I'm from the UK and will be visiting Florida for the second time this year to spend the summer under an ESTA. I have enough money to cover accommodation for two months and expenses without having to work. I will genuinely not be looking for work, I'm just over visiting and maybe going to see some other states.

I visited Florida in March for 11 days for the music week and it two months will have passed from then and when I return again. I will be staying for 61 days total this time. I am a student in the middle of a degree so there is no way I would be staying in the US even if it was possible to.

Is the two month gap too short?

  • Henning Makholm already posted a great answer about your main query, so here's some general advice: Make sure you have an e-passport (will be the case if your passport was issued after October 2006, if I recall correctly), otherwise you won't be allowed in under the Visa Waiver Program. Make sure you have sufficient proof that you can, indeed, afford to live and travel for 61 days without working, otherwise you may be refused entry. Also take any proof that you will have ties to and will be returning to the UK, such as proof of your degree enrolment, a lease for accommodation, etc. Commented May 12, 2016 at 13:58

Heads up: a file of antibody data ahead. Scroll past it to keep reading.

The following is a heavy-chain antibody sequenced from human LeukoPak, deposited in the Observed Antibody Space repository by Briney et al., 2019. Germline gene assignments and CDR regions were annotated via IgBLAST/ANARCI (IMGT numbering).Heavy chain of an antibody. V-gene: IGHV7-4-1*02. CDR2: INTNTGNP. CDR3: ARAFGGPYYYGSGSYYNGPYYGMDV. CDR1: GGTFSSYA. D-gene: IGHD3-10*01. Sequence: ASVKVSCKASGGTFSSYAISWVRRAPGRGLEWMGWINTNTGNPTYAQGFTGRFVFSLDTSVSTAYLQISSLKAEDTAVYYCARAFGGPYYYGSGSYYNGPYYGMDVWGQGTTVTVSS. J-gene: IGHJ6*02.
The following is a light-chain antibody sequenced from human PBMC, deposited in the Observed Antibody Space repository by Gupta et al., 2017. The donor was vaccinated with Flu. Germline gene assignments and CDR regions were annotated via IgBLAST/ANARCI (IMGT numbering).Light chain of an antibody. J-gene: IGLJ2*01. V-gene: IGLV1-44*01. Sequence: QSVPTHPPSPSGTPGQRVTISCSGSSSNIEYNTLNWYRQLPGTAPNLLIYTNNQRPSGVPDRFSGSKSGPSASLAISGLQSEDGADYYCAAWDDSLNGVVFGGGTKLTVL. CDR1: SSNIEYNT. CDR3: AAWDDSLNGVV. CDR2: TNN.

1 Answer 1


You don't spend time in USA "under an ESTA" -- ESTA is an authorization to travel to the USA, and only for that. Once you've gotten there, you will be staying as a nonimmigrant alien admitted under the Visa Waiver Program. See this Question and Answer for more information.

An ESTA is generally valid for 2 years or until your passport expires, whichever comes first. It entitles you to fly to USA and ask to be let in as many times as you want in that period. Note that asking nicely to be let in is all the ESTA authorizes (it is like a US visa in that respect); whether you will actually be allowed in is up to the CBP agent, each time.

Making a second trip two months after an 11-day stay ended sounds completely unproblematic, unless there's something other than what you have told us here that makes the CBP agent suspicious.

  • 2
    The perfect canonical answer.
    – Fattie
    Commented May 12, 2016 at 11:34
  • 1
    "Note that asking nicely to be let in is all the ESTA authorizes" -- or to put it another way: the ESTA gets you on the plane, after that you're on your own. Commented May 12, 2016 at 15:42

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